Youth Parliament calls for the voting age to be lowered to 16 in all public elections 15th November 2013


16 and 17 year olds should be given the vote in all public elections, according to the UK Youth Parliament, which has chosen ‘votes at 16’ as its national campaign for 2014. ‘A curriculum to prepare us for life’ was also chosen as the UKYP’s priority campaign for England.

These motions were two of five debated by the UK Youth Parliament in the House of Commons chamber on Friday 15th November, chaired by the Speaker Rt Hon John Bercow MP.

‘Votes at 16’ became the priority campaign after securing 217 votes against ‘combating youth unemployment’s 76; and ‘a curriculum to prepare us for life’ secured 136 votes against 42 for ‘zero tolerance to bullying in schools’ and 115 for ‘better work experience and careers advice’.

A total of 296 Members of Youth Parliament aged 11-18 took part in the debates, the subjects for which were voted for by 478,632 young people across the UK.

Addressing the House, Cabinet Minister Nick Hurd MP who attended the debate said: “There is a lot of rubbish talked about your generation. I have a completely different view… I think you represent the most passionate and socially responsible generation of young people this country has seen for a very, very long time – and today you have proved it.  I will be reporting the issues debated by you to the Cabinet.”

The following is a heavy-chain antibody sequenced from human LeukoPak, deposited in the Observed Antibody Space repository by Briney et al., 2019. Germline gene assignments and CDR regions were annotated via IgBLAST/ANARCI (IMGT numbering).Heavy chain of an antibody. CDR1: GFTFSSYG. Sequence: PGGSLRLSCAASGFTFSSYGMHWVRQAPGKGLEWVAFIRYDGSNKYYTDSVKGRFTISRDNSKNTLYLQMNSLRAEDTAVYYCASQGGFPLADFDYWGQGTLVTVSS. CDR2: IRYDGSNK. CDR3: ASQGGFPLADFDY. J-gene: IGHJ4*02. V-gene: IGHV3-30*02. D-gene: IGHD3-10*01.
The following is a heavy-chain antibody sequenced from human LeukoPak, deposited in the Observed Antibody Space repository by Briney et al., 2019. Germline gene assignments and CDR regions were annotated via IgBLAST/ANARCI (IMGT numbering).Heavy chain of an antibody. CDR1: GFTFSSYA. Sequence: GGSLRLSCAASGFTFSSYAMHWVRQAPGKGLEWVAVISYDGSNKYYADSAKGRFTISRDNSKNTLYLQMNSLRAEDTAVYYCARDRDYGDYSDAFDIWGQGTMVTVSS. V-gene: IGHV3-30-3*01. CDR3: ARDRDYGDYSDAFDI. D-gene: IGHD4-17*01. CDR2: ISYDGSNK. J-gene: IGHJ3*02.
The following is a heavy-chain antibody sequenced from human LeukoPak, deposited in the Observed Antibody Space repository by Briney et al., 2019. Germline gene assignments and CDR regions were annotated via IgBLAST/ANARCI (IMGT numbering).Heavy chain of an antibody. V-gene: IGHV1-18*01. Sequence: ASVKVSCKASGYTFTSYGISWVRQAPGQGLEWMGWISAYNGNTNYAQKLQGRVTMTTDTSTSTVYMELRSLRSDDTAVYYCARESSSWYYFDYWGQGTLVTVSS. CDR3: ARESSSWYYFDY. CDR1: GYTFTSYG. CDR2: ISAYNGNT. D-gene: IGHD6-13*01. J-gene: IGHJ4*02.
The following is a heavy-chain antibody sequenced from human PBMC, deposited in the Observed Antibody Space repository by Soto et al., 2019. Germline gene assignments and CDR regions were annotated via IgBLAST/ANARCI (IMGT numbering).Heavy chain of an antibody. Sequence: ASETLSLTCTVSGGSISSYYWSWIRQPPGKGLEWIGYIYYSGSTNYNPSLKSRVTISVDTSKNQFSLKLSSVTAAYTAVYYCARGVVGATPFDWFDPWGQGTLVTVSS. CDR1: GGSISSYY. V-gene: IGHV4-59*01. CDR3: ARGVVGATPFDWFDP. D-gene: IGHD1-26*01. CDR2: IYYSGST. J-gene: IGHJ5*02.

On the topic of votes at 16, the young person who introduced the winning debate, Shakeel Hajat, 17, from Derbyshire, said: “The tired walls of this prestigious room have, I believe, time for one more voting reform. Let’s re-engage the disengaged, enfranchise the disenfranchised and regard the disregarded, let’s give the vote to young people who deserve that responsibility.”

Speaking on the topic of ‘a curriculum for life’, Chante Joseph MYP, 17, from Brent, said: “Curriculum for life is all about life skills. We are not only equipping young people with transferable skills, we are giving them their ticket of confidence. We are telling that young person from Hackney, Hertfordshire or Hull that their education is not in vain. Young people will no longer be disillusioned with conventional education, but enticed by the practicality of it.”